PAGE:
Football fans around the world are mourning the loss of Franco Harris, a former Hall of Fame running back for the Pittsburgh Steelers. Harris passed away at the age of 72, just days before the 50th anniversary of one of the most iconic plays in NFL history, the “Immaculate Reception.”
Harris played 13 seasons in the NFL, all but one of them with the Steelers. He was known for his powerful running style and his ability to come up with clutch plays when his team needed them the most. However, it was the “Immaculate Reception” that truly cemented his place in football history.
The play occurred on December 23, 1972, during a playoff game between the Steelers and the Oakland Raiders. With just seconds left on the clock and the Steelers trailing by a point, quarterback Terry Bradshaw threw a pass to Harris, who caught it just before it hit the ground and ran it in for the game-winning touchdown. The play has since been replayed countless times and is widely regarded as one of the greatest moments in NFL history.
Early Life and Education
Franco Harris was born in Fort Dix, New Jersey, on March 7, 1950. His father, Cad Harris, was an African American soldier who served in the Italian Army during World War II. His mother, Gina Parenti Harris, was a native Italian who met Cad while he was stationed in Italy.
After the war, Cad brought Gina back to the United States, and they settled in New Jersey. Franco grew up in the town of Mount Holly and attended Rancocas Valley Regional High School, where he excelled in football, basketball, and baseball.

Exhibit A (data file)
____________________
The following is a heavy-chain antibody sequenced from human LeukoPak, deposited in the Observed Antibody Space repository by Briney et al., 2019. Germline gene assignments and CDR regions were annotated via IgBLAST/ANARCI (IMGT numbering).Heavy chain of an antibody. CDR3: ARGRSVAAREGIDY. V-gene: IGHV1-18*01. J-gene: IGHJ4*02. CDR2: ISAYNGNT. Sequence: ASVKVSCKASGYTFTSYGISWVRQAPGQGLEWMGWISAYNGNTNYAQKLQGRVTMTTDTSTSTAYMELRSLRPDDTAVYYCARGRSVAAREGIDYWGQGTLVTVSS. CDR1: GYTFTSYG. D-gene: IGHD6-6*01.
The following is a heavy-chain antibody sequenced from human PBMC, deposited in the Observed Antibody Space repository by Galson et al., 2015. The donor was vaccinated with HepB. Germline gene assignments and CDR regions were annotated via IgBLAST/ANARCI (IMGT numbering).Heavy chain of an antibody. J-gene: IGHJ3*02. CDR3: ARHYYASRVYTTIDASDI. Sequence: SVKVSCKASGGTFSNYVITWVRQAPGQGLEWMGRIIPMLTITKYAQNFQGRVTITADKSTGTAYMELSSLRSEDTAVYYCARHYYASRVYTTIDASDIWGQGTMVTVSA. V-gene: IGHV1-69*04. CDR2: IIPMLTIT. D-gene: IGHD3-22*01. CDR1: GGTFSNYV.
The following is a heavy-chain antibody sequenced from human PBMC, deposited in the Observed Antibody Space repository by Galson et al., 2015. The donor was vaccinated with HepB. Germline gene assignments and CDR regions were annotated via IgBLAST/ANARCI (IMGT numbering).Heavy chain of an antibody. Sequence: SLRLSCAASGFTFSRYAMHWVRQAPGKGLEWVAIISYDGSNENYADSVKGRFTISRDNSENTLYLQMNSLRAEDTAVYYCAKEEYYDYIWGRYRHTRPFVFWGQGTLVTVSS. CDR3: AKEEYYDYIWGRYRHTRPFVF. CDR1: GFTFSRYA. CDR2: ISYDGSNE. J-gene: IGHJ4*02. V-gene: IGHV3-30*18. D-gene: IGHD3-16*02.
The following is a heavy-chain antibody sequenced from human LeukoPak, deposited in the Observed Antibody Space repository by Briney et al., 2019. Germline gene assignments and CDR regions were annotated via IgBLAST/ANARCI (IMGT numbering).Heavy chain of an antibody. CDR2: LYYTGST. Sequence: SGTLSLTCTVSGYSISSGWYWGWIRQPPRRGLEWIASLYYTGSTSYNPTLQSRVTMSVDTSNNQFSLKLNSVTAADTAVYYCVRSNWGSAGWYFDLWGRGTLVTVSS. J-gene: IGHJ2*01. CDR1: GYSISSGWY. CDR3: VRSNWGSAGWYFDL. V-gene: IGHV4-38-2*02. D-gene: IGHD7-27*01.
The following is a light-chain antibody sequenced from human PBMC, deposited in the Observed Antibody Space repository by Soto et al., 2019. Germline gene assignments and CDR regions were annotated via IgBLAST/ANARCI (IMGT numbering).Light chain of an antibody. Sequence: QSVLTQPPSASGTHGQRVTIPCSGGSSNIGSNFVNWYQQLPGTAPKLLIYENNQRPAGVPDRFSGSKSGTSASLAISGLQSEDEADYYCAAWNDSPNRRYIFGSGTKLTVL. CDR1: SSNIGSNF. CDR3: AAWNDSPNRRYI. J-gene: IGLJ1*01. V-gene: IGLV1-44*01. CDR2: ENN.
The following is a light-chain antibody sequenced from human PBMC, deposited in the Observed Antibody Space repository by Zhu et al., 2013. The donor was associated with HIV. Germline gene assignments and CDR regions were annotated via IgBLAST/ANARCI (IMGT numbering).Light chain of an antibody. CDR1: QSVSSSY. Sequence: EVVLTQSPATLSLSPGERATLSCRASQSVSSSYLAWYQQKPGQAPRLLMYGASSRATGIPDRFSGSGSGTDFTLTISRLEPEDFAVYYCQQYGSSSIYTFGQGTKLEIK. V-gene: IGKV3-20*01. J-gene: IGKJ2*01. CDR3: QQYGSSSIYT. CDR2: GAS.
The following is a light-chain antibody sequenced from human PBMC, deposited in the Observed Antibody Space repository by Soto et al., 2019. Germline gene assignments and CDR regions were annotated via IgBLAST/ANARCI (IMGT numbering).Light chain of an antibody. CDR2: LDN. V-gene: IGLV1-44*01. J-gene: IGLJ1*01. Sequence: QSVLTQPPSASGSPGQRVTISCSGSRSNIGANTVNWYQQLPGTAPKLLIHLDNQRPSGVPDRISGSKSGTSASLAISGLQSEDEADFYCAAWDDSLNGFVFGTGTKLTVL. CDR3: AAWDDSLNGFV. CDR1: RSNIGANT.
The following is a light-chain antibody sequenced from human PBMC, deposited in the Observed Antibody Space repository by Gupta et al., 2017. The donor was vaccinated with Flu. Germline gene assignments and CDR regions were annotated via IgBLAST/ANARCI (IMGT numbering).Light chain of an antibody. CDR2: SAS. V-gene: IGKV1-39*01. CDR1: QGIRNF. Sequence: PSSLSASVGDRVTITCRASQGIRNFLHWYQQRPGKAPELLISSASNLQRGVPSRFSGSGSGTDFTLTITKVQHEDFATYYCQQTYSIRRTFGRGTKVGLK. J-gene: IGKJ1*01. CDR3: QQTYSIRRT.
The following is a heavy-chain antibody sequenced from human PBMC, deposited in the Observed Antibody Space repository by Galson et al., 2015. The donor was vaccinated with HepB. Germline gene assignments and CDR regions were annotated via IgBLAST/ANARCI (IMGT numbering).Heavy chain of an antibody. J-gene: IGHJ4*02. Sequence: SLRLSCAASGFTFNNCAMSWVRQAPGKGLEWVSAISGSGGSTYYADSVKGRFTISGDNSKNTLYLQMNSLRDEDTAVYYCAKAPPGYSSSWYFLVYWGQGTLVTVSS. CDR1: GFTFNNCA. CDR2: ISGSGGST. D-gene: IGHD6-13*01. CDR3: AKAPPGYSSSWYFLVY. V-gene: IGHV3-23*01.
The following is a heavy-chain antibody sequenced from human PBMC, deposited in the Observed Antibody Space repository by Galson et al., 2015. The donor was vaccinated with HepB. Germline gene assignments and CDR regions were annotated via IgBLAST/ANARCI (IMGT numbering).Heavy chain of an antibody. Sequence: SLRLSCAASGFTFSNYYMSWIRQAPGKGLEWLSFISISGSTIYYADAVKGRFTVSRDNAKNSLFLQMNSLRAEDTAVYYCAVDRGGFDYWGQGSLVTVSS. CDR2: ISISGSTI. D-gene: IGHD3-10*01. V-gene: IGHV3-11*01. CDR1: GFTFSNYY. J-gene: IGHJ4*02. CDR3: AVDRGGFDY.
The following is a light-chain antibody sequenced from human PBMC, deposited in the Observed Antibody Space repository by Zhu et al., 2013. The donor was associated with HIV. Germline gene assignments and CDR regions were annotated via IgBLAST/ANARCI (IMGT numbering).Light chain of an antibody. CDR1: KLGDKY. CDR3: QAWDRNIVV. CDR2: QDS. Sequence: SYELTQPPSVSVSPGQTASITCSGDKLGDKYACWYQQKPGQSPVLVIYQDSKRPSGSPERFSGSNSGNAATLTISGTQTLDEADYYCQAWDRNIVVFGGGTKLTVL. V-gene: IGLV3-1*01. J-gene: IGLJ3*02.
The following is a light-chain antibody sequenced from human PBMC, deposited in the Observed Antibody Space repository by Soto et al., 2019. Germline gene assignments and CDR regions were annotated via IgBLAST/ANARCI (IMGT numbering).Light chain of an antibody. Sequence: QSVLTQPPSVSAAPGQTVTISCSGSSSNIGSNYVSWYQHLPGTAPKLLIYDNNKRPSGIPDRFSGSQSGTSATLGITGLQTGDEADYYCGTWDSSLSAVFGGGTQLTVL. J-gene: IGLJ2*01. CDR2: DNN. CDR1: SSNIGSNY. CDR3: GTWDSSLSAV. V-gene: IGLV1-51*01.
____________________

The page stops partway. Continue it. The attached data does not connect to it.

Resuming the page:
In 1968, Franco received a scholarship to play football at Penn State University under legendary coach Joe Paterno. He became the starting running back in his sophomore year and helped lead the Nittany Lions to an undefeated season and a victory in the Orange Bowl.
Throughout his college career, Franco set numerous records and earned several accolades, including two All-American selections and the Maxwell Award for the nation’s best college football player in 1971.
Despite his success on the field, Franco also focused on his education and earned a degree in speech communication from Penn State in 1972.
Franco Harris had a remarkable NFL career that spanned over 13 seasons. He was a running back for the Pittsburgh Steelers, and his rookie season in 1972 was one of the best in NFL history. Harris rushed for 1,055 yards and scored 10 touchdowns, earning him the Associated Press Rookie of the Year award.